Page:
Tuesday, October 18, 2011

The Wicked and The Just by J. Anderson Coates

The Wicked and the Just by J. Anderson Coates
Publisher: Harcourt
Publish Date:  April 17, 2012
ISBN:  978-0547688374
Pages:  352

I received this ARC as an e-book from www.netgalley.com.

I know what you're all thinking - 'Seriously, this book isn't out until APRIL?!'  Seriously.  BUT I believe that this book is good enough that you need to pre-order it NOW.  You'll thank me in April.

The story is told from the point of view of two very different girls.  There's Cecily who's English and Gwenhwyfar (Gwinny) who's Welsh.  It's set during the time that the English tried to rule Wales, so about 1293 (I believe).

Cecily's father was once the lord of Edgely Manor.  But that has come to an end and now his brother has taken his rightful place and his wife has died, so he needs to make his fortune elsewhere.  So he moves himself and Cecily to Caernarvon, Wales; where just by moving there to keep down the horrid Welsh, he can have a house and be a respected member of the community...within the walls anyway.  Cecily hates it and wants to go home...and if she can't go home, she wants to be the lady of the house.  But neither is happening.

The house is run by a Welsh woman who understands the society they're living in, within and without the walls of the city.  She also oversees Gwinny who is the maid.  Gwinny was to be the lady of the house.  The same house that Cecily now lives in.  Gwinny's forced to wait on Cecily, who she refers to as 'The Brat'.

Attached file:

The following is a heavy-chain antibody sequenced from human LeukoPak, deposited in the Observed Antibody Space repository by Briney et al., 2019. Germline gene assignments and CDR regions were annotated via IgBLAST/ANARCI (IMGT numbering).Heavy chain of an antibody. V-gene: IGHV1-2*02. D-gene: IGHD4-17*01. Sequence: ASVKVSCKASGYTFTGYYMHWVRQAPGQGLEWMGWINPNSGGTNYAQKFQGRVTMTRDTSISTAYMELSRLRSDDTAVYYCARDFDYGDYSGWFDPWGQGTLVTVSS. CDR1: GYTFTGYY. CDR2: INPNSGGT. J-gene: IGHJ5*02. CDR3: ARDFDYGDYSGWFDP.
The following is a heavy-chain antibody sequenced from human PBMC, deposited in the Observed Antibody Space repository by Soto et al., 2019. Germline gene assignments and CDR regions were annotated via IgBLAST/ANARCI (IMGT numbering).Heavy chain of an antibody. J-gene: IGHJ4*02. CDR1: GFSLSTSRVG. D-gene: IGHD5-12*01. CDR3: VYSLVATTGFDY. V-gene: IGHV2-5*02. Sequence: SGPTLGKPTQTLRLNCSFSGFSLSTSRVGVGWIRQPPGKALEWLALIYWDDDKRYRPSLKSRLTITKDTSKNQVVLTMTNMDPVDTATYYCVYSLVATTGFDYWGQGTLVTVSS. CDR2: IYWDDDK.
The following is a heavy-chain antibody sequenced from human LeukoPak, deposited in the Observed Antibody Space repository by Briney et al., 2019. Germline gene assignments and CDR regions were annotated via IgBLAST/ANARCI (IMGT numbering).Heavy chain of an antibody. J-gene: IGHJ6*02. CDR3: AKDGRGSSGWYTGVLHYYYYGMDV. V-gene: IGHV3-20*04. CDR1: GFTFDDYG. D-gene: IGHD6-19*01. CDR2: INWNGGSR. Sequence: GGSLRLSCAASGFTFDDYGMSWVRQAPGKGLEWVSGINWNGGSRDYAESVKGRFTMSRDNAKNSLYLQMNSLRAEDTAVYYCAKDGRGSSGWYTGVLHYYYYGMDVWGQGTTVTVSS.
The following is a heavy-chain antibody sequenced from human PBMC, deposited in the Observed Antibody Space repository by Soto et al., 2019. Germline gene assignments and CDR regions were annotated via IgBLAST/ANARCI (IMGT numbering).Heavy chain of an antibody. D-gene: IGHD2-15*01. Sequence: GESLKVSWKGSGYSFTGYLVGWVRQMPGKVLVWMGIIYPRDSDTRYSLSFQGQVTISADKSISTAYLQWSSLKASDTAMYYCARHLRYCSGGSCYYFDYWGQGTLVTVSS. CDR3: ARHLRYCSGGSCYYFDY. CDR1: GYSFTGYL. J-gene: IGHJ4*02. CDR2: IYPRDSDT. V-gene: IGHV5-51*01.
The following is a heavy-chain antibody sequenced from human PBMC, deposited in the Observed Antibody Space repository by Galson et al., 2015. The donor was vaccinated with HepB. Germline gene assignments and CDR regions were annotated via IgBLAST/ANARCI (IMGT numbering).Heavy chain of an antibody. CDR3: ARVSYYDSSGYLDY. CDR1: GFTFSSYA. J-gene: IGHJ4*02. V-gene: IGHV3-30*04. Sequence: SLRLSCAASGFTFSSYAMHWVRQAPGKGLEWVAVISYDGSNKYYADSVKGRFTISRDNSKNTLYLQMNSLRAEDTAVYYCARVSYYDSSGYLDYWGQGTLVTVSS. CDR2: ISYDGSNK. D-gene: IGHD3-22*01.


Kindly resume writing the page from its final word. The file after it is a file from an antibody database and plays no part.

The English believe that the Welsh are like animals and speak a nonsense language, just because they don't understand their customs or language.  Sound familiar?  The Welsh aren't taking being trampled very well.  Few Welsh are allowed inside the city walls, mostly only for work.  They aren't paid well and are chosen more frequently and quickly if they have enough money to bribe the officials.  Gwinny's beloved and her brother are both always looking for work.  At one point Gwinny's brother begins working for Cecily's father.  Unfortunately, Cecily feels he has been inappropriately looking at her and begins to give him trouble.  Inside and outside the city walls, tensions are rising and plans are afoot.

Cecily and Gwinny are, by turns, almost friends and bitter enemies.  There are times when Gwinny thinks that The Brat might turn out alright, but then Cecily will do something high-handed and end that thought.

Then one day the Welsh revolt.  The two girls and their families clash and the tables are suddenly turned.  The only thing that saves Cecily is a kindness she did for Gwinny's brother, Griffith, that no one but him knows about.

I do love historical fiction and this is a series of events that I knew nothing about, so it was wonderful to read about.  Ms. Coates doesn't sugarcoat the nastiness that the English and Welsh do to one another or how nasty the girls can be...which is often as bad as the men of the time.  I think that Ms. Coates has a winner on her hands and I can't wait for all of you to read it!  In the meantime, go check out the author at www.jandersoncoates.com/blog

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